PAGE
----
As governor I have no direct authority for the contractual relationship between this company and its providers, but if we can establish that as a result of this behavior on the part of the insurance company patients are now not getting the service they were promised, that's something that we could use as a way of dealing with this problem.

Q: How big a problem is untreated mental illness in your state? In prison systems, for example? To what degree does untreated mental illness demand resources in other venues?

A: It's an absolutely huge problem seen in both our adult system and the department of youth services. I've been concerned for years, well before I became a public servant, about the lack of in-patient treatment, especially for young people. I believe that due to the lack of in-patient care that we are losing people, and we run the risk of losing especially young people, to suicide.

Our prison system is seriously overcrowded. In Ohio we have over 49,000 incarcerated adults. Some percentage of them are individuals with histories of serious mental illness. Unfortunately, it's very difficult to provide appropriate mental health care in a jail or a prison environment.

Q: What's the solution?

A: Mental health courts are part of the answer. Improved mental health services while a person is incarcerated and efforts to have appropriate post-discharge planning and follow-through are so important.

Q: Switching gears now, Governor; you mentioned earlier a letter you received recently. Can you tell our readers about it?

A. Yes, I received this letter just a few days ago. It was from a set of parents whose son, a high school junior, had just taken his own life as a result of the aggressive bullying that he had experienced in school. So, I've thought a lot about that in the last few days. How to try to have an impact on the social and cultural environment in our public schools? I'm trying to approach this from the standpoint of what we know about aggressive types of bullying behavior and what we know from research about how to help young people be more robust in their ability to deal with bullying.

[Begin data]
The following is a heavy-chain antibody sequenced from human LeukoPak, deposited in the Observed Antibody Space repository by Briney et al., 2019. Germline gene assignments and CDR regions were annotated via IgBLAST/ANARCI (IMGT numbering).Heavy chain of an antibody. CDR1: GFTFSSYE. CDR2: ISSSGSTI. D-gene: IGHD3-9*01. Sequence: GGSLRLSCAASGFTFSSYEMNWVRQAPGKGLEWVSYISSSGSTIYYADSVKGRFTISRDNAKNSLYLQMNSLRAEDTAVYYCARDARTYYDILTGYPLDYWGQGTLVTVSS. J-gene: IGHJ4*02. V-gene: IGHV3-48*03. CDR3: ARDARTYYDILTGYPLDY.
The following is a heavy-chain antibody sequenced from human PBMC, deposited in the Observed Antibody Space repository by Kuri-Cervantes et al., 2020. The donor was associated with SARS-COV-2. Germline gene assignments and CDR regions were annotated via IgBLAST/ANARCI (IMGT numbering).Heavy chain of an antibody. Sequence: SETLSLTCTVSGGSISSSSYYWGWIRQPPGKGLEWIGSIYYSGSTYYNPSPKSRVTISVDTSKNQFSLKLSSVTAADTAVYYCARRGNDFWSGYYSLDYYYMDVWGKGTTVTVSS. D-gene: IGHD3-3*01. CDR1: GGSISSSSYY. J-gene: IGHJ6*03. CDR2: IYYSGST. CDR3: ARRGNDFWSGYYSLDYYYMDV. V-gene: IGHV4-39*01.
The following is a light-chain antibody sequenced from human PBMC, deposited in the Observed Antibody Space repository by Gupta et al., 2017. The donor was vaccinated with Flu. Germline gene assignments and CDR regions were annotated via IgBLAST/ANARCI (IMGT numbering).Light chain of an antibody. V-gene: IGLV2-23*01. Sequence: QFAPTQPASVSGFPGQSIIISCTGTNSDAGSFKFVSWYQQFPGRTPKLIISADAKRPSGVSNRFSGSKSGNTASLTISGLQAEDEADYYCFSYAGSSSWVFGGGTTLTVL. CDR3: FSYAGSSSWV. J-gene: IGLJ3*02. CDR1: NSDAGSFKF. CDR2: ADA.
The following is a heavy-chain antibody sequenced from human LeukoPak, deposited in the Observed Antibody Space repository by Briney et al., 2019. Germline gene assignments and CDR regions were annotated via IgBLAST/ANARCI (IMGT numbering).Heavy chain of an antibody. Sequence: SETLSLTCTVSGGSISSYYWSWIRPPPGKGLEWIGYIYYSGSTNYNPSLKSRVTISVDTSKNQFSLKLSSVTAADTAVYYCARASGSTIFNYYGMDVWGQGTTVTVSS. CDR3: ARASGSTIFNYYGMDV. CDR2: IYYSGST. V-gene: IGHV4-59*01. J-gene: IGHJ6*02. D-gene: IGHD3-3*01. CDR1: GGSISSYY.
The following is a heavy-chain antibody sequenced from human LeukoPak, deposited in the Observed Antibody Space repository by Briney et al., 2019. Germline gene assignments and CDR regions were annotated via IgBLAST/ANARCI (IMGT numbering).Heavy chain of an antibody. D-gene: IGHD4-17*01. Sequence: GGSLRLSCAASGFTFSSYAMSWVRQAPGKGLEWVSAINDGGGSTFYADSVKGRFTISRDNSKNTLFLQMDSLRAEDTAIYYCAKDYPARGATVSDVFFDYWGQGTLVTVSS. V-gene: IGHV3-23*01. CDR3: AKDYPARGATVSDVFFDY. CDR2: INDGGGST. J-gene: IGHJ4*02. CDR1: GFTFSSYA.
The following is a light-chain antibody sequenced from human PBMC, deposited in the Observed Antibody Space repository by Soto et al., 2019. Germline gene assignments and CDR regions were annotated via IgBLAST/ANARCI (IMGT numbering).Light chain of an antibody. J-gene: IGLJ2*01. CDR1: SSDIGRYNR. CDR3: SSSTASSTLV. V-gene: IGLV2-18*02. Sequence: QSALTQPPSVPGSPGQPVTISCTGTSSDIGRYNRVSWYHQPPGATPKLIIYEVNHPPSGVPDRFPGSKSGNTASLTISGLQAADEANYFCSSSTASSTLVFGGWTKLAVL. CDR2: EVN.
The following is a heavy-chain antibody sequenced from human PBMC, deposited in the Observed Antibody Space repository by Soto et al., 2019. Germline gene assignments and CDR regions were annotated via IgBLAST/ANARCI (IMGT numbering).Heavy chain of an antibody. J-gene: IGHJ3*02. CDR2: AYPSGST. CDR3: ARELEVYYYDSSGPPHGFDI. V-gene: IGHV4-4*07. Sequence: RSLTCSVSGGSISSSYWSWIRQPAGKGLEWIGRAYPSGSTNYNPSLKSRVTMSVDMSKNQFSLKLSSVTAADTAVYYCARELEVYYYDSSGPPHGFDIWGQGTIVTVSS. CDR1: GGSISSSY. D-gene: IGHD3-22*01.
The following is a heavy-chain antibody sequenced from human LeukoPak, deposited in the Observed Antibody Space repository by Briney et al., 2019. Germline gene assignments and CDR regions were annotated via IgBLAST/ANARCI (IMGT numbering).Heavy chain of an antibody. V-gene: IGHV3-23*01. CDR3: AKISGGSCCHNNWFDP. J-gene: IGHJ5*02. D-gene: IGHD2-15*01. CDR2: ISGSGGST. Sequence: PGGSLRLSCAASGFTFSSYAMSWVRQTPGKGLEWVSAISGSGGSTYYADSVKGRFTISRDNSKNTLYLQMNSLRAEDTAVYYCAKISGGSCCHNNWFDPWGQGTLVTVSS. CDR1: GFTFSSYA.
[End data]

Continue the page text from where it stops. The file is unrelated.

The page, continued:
As I think about this and talking with my staff and our Department of Education, I don't want us to tackle this problem just based on what may seem reasonable for us to do at the moment, but to try to look at the research that is available. We are going to have a relevant response to these parents. It may be a training program throughout all of our schools. What I'm trying to say here is that we need to proceed based on the best information we have available to us regarding these kinds of circumstances that are apparently quite prevalent in the schools.

Q: Anything else you would like to say to your fellow psychologists?

A: I'll just say to you what I've said many times in the past. That is that I am very proud of my profession. I think psychology has more to offer perhaps than any other single profession in the development of public policy. Our profession is devoted to research and it's research that deals with the complexities of human experience and human behavior. There is so much we can gain from psychological research and behavioral research if we utilized it and used it to guide the development of public policy we would have policies that were more effective than many that we seem to pursue.